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Advanced Technology Large-Aperture Space Telescope (ATLAST): A Technology Roadmap for the Next Decade
Astro2010 Decadal Committee (2009)
  • Vic Argabright
  • Bill Arnold
  • David Aronstein
  • Paul Atcheson
  • Morley Blouke
  • Tom Brown
  • Daniela Calzetti
  • Webster Cash
  • Mark Clampin
  • Dave Content
  • Dean Dailey
  • Rolf Danner
  • Rodger Doxsey
  • Dennis Ebbets
  • Peter Eisenhardt
  • Lee Feinberg
  • Andrew Fruchter
  • Mauro Giavalisco, University of Massachusetts - Amherst
  • Tiffany Glassman
  • Qian Gong
  • James Green
  • John Grunsfeld
  • Ted Gull
  • Greg Hickey
  • Randall Hopkins
  • John Hraba
  • Tupper Hyde
  • Ian Jordan
  • Jeremy Kasdin
  • Steve Kendrick
  • Steve Kilston
  • Anton Koekemoer
  • Bob Korechoff
  • John Krist
  • John Mather
  • Chuck Lillie
  • Amy Lo
  • Rick Lyon
  • Peter McCullough
  • Gary Mosier
  • Matt Mountain
  • Bill Oegerle
  • Bert Pasquale
  • Lloyd Purves
  • Cecelia Penera
  • Ron Polidan
  • Dave Redding
  • Kailash Sahu
  • Babak Saif
  • Ken Sembach
  • Mike Shull
  • Scott Smith
  • George Sonneborn
  • David Spergel
  • Phil Stahl
  • Karl Stapelfeldt
  • Harley Thronson
  • Gary Thronton
  • Jackie Townsend
  • Wesley Traub
  • Steve Unwin
  • Jeff Valenti
  • Robert Vanderbei
  • Michael Werner
  • Richard Wesenberg
  • Jennifer Wiseman
  • Bruce Woodgate
The Advanced Technology Large-Aperture Space Telescope (ATLAST) is a set of mission concepts for the next generation of UVOIR space observatory with a primary aperture diameter in the 8-m to 16-m range that will allow us to perform some of the most challenging observations to answer some of our most compelling questions, including "Is there life elsewhere in the Galaxy?" We have identified two different telescope architectures, but with similar optical designs, that span the range in viable technologies. The architectures are a telescope with a monolithic primary mirror and two variations of a telescope with a large segmented primary mirror. This approach provides us with several pathways to realizing the mission, which will be narrowed to one as our technology development progresses. The concepts invoke heritage from HST and JWST design, but also take significant departures from these designs to minimize complexity, mass, or both. Our report provides details on the mission concepts, shows the extraordinary scientific progress they would enable, and describes the most important technology development items. These are the mirrors, the detectors, and the high-contrast imaging technologies, whether internal to the observatory, or using an external occulter. Experience with JWST has shown that determined competitors, motivated by the development contracts and flight opportunities of the new observatory, are capable of achieving huge advances in technical and operational performance while keeping construction costs on the same scale as prior great observatories.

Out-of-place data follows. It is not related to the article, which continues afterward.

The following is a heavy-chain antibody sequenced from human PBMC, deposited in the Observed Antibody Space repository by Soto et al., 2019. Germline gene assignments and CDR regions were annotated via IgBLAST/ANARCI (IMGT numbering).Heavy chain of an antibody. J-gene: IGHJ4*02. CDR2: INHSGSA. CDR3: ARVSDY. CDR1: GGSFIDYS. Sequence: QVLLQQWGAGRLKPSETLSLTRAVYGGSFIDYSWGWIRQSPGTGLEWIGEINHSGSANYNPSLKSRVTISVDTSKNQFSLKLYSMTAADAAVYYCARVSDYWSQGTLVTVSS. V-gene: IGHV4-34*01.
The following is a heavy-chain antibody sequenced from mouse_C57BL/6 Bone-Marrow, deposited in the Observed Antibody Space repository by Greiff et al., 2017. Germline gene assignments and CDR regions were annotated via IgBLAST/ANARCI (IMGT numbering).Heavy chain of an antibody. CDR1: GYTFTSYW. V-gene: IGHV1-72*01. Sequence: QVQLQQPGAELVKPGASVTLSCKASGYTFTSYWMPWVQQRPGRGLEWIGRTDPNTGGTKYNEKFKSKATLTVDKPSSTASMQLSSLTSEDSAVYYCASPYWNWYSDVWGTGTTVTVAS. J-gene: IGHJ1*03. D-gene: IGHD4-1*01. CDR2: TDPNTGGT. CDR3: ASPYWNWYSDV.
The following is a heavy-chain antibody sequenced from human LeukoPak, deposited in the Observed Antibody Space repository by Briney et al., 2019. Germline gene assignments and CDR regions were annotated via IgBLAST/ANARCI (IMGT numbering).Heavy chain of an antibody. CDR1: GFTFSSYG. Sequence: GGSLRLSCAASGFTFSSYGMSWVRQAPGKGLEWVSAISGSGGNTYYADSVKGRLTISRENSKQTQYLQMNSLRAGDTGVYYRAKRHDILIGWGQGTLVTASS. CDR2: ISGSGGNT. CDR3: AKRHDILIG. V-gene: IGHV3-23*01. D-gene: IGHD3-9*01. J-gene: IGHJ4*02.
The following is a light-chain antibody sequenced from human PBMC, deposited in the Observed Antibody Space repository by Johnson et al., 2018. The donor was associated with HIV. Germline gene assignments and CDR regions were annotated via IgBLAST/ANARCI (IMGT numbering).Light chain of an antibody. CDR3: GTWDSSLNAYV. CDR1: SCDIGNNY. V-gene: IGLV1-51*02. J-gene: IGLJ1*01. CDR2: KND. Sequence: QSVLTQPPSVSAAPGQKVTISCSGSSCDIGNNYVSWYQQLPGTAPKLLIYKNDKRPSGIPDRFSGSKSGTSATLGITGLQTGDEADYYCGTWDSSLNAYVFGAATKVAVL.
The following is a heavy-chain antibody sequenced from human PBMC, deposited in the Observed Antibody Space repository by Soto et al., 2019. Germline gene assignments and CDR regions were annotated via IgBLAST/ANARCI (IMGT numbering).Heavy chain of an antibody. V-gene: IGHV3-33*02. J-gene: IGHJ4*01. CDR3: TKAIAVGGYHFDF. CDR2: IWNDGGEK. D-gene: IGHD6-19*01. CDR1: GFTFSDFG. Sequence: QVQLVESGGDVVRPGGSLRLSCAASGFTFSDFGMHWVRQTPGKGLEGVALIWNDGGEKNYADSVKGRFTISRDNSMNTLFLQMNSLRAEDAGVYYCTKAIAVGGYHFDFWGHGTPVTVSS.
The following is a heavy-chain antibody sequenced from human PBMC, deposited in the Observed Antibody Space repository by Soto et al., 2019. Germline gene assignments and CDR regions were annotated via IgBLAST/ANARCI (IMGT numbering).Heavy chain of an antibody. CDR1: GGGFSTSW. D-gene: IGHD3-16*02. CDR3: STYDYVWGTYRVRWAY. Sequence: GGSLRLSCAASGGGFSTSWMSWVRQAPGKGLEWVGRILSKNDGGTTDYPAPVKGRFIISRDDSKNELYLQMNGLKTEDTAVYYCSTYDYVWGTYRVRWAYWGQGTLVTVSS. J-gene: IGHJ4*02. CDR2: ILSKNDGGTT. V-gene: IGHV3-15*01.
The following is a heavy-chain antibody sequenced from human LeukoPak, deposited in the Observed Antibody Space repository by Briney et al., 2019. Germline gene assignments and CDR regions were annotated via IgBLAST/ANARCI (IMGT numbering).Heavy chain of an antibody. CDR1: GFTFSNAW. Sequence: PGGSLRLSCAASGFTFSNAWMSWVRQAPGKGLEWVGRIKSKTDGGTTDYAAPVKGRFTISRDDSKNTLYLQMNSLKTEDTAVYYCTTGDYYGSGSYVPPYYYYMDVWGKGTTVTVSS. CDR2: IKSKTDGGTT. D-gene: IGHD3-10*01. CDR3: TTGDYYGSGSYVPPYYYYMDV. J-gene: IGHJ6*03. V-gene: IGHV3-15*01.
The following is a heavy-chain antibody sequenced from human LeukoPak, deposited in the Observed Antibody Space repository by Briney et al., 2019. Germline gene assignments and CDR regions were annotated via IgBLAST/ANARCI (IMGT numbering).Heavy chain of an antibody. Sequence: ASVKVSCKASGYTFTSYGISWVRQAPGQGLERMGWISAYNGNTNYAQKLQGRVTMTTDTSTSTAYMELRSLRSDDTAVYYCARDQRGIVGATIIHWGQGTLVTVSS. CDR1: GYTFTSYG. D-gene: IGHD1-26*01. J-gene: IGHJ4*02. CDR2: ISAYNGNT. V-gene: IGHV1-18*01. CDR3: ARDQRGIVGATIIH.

Publication Date
Publisher Statement
This paper was harvested from and ArXiv identifier is arXiv:0904.0941
Citation Information
Vic Argabright, Bill Arnold, David Aronstein, Paul Atcheson, et al.. "Advanced Technology Large-Aperture Space Telescope (ATLAST): A Technology Roadmap for the Next Decade" Astro2010 Decadal Committee (2009)
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